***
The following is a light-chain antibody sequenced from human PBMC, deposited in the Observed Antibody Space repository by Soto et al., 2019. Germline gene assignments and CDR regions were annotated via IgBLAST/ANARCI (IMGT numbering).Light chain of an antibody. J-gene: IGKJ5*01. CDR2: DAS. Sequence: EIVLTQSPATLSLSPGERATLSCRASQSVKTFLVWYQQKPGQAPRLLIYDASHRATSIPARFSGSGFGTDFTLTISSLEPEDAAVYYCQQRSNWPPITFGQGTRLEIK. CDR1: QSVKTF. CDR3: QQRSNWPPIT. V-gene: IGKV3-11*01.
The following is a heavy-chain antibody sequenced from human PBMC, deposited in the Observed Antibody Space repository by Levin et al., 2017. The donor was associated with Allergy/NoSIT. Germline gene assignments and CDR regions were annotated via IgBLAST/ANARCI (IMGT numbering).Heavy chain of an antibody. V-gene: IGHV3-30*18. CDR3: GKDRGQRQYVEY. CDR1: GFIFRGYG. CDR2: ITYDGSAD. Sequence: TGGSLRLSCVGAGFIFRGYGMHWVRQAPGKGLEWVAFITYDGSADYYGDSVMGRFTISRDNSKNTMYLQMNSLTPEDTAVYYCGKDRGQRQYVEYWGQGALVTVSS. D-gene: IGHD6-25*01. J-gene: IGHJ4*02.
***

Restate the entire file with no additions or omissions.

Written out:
The following is a light-chain antibody sequenced from human PBMC, deposited in the Observed Antibody Space repository by Soto et al., 2019. Germline gene assignments and CDR regions were annotated via IgBLAST/ANARCI (IMGT numbering).Light chain of an antibody. J-gene: IGKJ5*01. CDR2: DAS. Sequence: EIVLTQSPATLSLSPGERATLSCRASQSVKTFLVWYQQKPGQAPRLLIYDASHRATSIPARFSGSGFGTDFTLTISSLEPEDAAVYYCQQRSNWPPITFGQGTRLEIK. CDR1: QSVKTF. CDR3: QQRSNWPPIT. V-gene: IGKV3-11*01.
The following is a heavy-chain antibody sequenced from human PBMC, deposited in the Observed Antibody Space repository by Levin et al., 2017. The donor was associated with Allergy/NoSIT. Germline gene assignments and CDR regions were annotated via IgBLAST/ANARCI (IMGT numbering).Heavy chain of an antibody. V-gene: IGHV3-30*18. CDR3: GKDRGQRQYVEY. CDR1: GFIFRGYG. CDR2: ITYDGSAD. Sequence: TGGSLRLSCVGAGFIFRGYGMHWVRQAPGKGLEWVAFITYDGSADYYGDSVMGRFTISRDNSKNTMYLQMNSLTPEDTAVYYCGKDRGQRQYVEYWGQGALVTVSS. D-gene: IGHD6-25*01. J-gene: IGHJ4*02.